I had planned over the weekend that I would open the week on the blog by writing a Scholarly Analysis of the movie Brave (“an animated adventure for postmodern feminism”) wherein I would usher in all types of fairytale autopsies and name-drop Bettleheim and Cuchulain all over the place. We were going to discuss how Brave made excellent use of the three-phase Goddess by showing the Maid, Mother, and Crone in their respective roles. It was going to be something wonderful.
But I don’t feel like writing that piece today. (I barely feel like writing this one, but if I had to look at that bloody Chick Fil A thing one more day I think I’d paristalsys reversus all over the screen.)
This is a rant about Princesses.
When I was a very little girl I loved Cinderella. It was my favourite fairytale and my parents tried to move heaven and earth to find me an actual glass slipper. What I could never explain then and hesitate to explain now is that for me the attraction to Cinderella was two-fold; I wanted to see what an actual glass slipper looked like because I love glass and I wanted to be able to hang out with talking mice. Dancing all night in painful heels with a strange guy really was nowhere on my list of life goals and aims.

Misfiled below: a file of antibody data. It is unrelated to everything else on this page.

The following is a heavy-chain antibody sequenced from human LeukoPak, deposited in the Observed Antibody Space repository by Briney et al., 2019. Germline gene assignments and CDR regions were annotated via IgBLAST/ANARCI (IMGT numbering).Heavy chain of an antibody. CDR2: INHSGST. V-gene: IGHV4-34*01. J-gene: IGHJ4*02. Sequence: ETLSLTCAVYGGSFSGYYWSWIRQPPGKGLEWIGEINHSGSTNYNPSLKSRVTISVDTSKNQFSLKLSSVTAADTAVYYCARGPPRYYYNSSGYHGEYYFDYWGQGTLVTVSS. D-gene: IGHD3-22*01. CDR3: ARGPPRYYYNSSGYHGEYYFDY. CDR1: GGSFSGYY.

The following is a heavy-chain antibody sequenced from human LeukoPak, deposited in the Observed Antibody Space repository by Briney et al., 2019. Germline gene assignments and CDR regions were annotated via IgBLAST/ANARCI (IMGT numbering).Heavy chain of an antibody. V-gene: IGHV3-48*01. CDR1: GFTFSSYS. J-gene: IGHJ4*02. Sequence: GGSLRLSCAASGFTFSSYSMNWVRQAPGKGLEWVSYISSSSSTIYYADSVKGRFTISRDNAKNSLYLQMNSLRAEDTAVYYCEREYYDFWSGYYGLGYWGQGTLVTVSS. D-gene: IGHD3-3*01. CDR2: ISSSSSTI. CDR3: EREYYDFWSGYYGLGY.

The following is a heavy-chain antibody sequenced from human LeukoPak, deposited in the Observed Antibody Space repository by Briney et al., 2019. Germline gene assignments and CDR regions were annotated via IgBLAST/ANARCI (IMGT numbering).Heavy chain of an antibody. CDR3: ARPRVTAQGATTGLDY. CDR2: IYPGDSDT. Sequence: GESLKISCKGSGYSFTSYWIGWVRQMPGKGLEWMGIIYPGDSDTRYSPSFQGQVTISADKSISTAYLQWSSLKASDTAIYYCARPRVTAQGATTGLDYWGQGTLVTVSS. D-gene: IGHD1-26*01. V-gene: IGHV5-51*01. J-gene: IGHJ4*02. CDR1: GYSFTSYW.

The Disney Princesses are what little girls have now. Slickly packaged and branded to the hilt, they are a group of pretty maids whose only real diversity up until recently was hair and dress colour. Painted virgins in fancy dresses, they appeal to parents everywhere as some sort of role model for their little girls, and I’m not quite sure why. But I am quite sure that the amount of money and common sense parents have thrown at this twisted dream can be measured in mountains.
Why do you want to tell your daughter that being married is the end to her troubles? That being valued for how you look is paramount? That marrying a near-stranger for his money is a totally fine thing to do? Of course no one ever tells their daughters these things straight up. No matter–the Disney Fairy Tales will do that for you. Just sit back and watch it happen.
For all its negative reviews, at least Brave turned that whole bucket of trash fish on its side. If you go see Brave you’ll see a girl decry, in the opening reel, the travails of ACTUALLY being a princess. You’ll see mother and daughter fight and strive under some of the weirdest-ever circumstances and you’ll see a story about respecting yourself and your parents.
We need more stories like this.